On 23 August the government granted new "greenhouse gas storage permits" to enable companies to move ahead with offshore carbon capture and storage (CCS) projects in two areas off the Northern Territory and Western Australia.
However, the government also announced the opening of more than 46,000 square kilometers of offshore areas across 10 ocean sites for oil and gas exploration. The decision was a "kick in the guts" to Australians "living with the impacts of climate change already", independent senator David Pocock told ABC.
On 8 September, the House of Representatives agreed to Senate amendments and the Climate Change Act passed both houses, coming into effect on 14 September.
On 29 September, the Australian Renewable Energy Agency (ARENA) launched $43 million in grants under the Industrial Energy Transformation Studies Program to help identify opportunities to reduce carbon emissions in energy-intensive industries by cutting their energy demand and adopting renewables.
While Australia is one of the world’s major sources of fossil fuels, it also has the potential to become one of its green engines thanks to its abundant natural resources. The country offers a unique combination of climate, raw materials, and infrastructure to enable innovators to develop, test, and build new clean energy technologies.
Australia is the world’s largest supplier of lithium raw materials, which are used in lithium-ion batteries for electric vehicles and energy storage. It also has nickel, cobalt, manganese, and graphite, which are also key battery ingredients.
Rising trade and geopolitical tensions — such as between the US and China — are also in Australia’s favor. As Western countries seek to diversify their supply chains away from currently dominant China, Australia could look to step in.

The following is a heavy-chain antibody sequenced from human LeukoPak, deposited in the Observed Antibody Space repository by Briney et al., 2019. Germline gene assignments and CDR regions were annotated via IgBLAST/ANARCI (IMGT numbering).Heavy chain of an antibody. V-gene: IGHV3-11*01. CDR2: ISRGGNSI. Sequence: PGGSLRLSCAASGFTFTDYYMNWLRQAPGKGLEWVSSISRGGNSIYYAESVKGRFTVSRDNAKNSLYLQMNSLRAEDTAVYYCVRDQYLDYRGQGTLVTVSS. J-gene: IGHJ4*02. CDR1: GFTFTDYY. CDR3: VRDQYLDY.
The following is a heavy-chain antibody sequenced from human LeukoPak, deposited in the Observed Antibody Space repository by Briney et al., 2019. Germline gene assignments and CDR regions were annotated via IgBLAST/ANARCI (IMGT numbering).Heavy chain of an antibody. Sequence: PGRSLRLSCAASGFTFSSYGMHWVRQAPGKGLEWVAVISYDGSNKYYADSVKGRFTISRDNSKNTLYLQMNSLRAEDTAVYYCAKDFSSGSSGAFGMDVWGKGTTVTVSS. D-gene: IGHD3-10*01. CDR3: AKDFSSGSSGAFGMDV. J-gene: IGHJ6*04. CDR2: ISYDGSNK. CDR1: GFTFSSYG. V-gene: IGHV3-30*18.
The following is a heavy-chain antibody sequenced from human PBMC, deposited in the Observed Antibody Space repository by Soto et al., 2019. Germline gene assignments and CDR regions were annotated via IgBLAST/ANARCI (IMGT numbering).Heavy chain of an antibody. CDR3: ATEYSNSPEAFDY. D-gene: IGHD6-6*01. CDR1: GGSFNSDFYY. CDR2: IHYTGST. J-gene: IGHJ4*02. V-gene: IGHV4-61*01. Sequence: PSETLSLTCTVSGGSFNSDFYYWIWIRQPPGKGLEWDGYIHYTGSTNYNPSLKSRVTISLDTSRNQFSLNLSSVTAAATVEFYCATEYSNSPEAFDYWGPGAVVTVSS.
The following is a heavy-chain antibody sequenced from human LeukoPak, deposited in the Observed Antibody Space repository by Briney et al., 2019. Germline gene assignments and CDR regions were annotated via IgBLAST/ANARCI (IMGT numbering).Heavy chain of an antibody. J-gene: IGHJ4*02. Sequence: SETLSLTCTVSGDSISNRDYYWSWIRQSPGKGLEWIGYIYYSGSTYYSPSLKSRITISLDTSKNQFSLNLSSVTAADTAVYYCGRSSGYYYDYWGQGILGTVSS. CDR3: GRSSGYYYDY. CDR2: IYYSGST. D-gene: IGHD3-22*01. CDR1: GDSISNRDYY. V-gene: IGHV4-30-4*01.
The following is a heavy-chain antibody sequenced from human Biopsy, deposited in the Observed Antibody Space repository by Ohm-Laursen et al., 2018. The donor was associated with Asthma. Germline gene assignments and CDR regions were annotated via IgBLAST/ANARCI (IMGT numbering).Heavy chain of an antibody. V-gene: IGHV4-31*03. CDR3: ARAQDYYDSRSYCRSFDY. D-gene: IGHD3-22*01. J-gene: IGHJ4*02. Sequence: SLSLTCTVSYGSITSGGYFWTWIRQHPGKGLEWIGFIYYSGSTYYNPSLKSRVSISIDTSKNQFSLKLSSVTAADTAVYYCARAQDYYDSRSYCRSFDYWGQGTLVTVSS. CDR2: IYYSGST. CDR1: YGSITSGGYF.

By developing a refining sector downstream from mining raw materials, Australia has the potential to develop a diverse battery industry that would generate more than A$3 billion ($2.1 billion) in value and create an extra 16,000 jobs by 2030, according to an Accenture report.
Australia also has the conditions to be a major solar power generator — and rooftop solar panels are being installed at a rapid pace. The country has high solar radiation and thanks to falling solar equipment costs and rising electricity prices, its installed solar capacity has soared since 2018. That has driven it forward from a relative laggard to having the world’s second-highest solar capacity per capita.
Download our State of Green Australia for a comprehensive guide about the country’s relationship with renewable energy.
For a half-hour period in August, solar power overtook coal as the leading source of electricity across the NEM for the first time, with most of the power coming from rooftop panels.
Despite the clear opportunities, there are no doubt challenges ahead. Australia has been slow to develop refining industries that produce value-added products and volatile commodity prices have delayed efforts such as producing lithium battery chemicals.
Production at the Kwinana lithium refinery in Western Australia owned by China’s Tianqi Lithium has been hit by delays, financial constraints, and legal battles in recent years. The site produced its first battery-grade lithium hydroxide in May this year, the first step in a long process for Australia to build out its value chain.
After decades of focus on fossil fuels, Australia will need significant investment to establish its clean energy industries, from domestic and international companies. If it is to create enough new jobs to replace the coal and gas industries, it will need to establish a green ecosystem that incorporates research, startups, training, and financing.
Consulting firm Deloitte’s Economic Sophistication Index, which ranks countries by their industry and supply chain diversity, places Australia 37th behind China, Russia, and India.
As Deloitte’s report ‘Australia remade: a country fit for the age of disruption’ shows, now is the time for Australia to remake its economy on a more sustainable and economically sophisticated path, with climate change goals at the forefront.